Central Nervous System
PV QA 2 - Poster Viewing Q&A 2
MO_2_2502 - Ocular Brachytherapy for Intra-ocular Melanoma: Experience and Outcomes in The Province of Alberta
Monday, October 22
10:45 AM - 12:15 PM
Location: Innovation Hub, Exhibit Hall 3
Ocular Brachytherapy for Intra-ocular Melanoma: Experience and Outcomes in The Province of Alberta
D. Dinakaran1,2, M. Larocque1, R. Kelsey2, P. Grewal2, S. Lapere2, A. D. Murtha1, and E. Weis2; 1Cross Cancer Institute, Edmonton, AB, Canada, 2University of Alberta, Edmonton, AB, Canada
Uveal melanoma is the most common cause of intra-ocular malignancy, and accounts for about 5% of melanoma diagnoses. It has a 12 year overall survival approaching 60%, and disease specific mortality ranging from 17% to 21%. Treatment historically was only through surgical enucleation, which conferred morbidity from vision loss, pain, cosmetic and social stigma. A multicenter randomized control trial by the Collaborative Ocular Melanoma Study (COMS) has found no difference in survival between enucleation versus organ preserving ocular brachytherapy for up to 12 years follow-up. This has become the preferred option to spare most of the morbidities of enucleation.
We perform a first look of Alberta’s experience and outcomes with its ocular brachytherapy program since its inception in 2011.
174 patients from Alberta and the western Canada catchment area with intra-ocular melanoma and no evidence of distant metastasis were treated between 2011 and 2017 and followed from time of diagnosis. All patients had ocular ultrasound and CT staging as minimum investigations. Treatment was done with temporary ocular brachytherapy at the Cross Cancer Institute with I-125 high dose seeds (4.14 mCi average activity) mounted in COMS plaque or Eye Physics-brand (Los Alamitos, CA, USA) plaque. Dose calculations were performed using Plaque Simulator (Los Alamitos, CA, USA) treatment planning software, correcting for plaque heterogeneities. All implants and explants were done as day procedures, with general anesthesia for implant and sedation for explants. Implant time ranged from 4 days to 7 days. All cases were prescribed 70 Gy to a prescription point located 0.5 mm beyond the tumour apex. Plaque size, location, and seed loading pattern were chosen to ensure 100% coverage of a margin 2 mm beyond the tumour base, and to minimize OAR doses (fovea, nerve) as much as possible. Analysis was carried out using cox regression stratified for survival by Gene Expression Profiling (GEP) class and the tumour’s Largest Base Diameter (LBD), measuring time from treatment to development of metastasis.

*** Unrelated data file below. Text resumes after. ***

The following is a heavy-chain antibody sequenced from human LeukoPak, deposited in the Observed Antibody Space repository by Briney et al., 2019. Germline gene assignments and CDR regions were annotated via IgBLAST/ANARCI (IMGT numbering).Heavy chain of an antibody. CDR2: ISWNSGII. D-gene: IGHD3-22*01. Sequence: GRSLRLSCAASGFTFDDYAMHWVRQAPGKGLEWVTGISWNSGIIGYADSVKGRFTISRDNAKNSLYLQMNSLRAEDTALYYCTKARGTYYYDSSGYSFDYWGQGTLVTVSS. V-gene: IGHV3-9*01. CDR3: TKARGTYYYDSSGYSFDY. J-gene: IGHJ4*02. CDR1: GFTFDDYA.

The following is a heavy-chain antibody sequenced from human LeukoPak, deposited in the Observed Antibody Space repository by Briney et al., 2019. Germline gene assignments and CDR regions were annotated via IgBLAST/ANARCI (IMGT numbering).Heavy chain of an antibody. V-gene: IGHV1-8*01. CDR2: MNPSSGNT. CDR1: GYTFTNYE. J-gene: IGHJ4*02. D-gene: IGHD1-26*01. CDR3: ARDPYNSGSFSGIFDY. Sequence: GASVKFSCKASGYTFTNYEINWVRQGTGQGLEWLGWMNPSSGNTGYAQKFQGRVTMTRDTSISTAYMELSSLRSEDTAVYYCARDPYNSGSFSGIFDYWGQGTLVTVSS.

Median follow-up to for our cohort was 2.9 years. Median dose achieved was 70.4Gy. There were 20 cases of disease failure by way of metastatic disease, with no local failures and no post-brachy enucleations. Median time to failure was not reached for GEP class 1a and 1b versus 4.1 years for class 2 (p=0.001). Median time to failure for patients with LBD <12mm was not reached versus 6.8 years for LBD >=12mm (p<0.001). Most metastases were to the liver with some patients salvaged with metastatectomy or SBRT.
Ocular brachytherapy for uveal melanoma provides excellent local control with disease free survival that is comparable to surgical enucleation. In the Alberta setting, it continues to be a logistically feasible and effective organ-sparing approach to treating intra-ocular malignancy.
Author Disclosure: D. Dinakaran: None. M. Larocque: None. R. Kelsey: None. E. Weis: None.